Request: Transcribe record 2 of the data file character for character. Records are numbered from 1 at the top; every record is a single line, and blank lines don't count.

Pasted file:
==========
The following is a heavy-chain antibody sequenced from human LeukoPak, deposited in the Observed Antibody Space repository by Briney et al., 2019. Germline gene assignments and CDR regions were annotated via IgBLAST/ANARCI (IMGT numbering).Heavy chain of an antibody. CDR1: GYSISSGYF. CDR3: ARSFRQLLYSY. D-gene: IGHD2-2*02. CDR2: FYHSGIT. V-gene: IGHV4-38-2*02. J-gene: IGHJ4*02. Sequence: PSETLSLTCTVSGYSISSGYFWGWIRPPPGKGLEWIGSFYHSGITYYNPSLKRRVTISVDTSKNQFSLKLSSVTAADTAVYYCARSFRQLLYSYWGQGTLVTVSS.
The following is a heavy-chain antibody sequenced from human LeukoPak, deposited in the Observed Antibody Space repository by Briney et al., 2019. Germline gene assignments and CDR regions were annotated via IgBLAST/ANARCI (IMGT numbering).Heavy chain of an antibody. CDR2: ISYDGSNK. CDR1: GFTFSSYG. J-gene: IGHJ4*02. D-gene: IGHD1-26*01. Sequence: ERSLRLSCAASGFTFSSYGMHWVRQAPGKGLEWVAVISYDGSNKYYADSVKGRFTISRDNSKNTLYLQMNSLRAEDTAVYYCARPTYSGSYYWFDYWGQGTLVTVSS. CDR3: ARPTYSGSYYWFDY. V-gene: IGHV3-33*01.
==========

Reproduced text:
The following is a heavy-chain antibody sequenced from human LeukoPak, deposited in the Observed Antibody Space repository by Briney et al., 2019. Germline gene assignments and CDR regions were annotated via IgBLAST/ANARCI (IMGT numbering).Heavy chain of an antibody. CDR2: ISYDGSNK. CDR1: GFTFSSYG. J-gene: IGHJ4*02. D-gene: IGHD1-26*01. Sequence: ERSLRLSCAASGFTFSSYGMHWVRQAPGKGLEWVAVISYDGSNKYYADSVKGRFTISRDNSKNTLYLQMNSLRAEDTAVYYCARPTYSGSYYWFDYWGQGTLVTVSS. CDR3: ARPTYSGSYYWFDY. V-gene: IGHV3-33*01.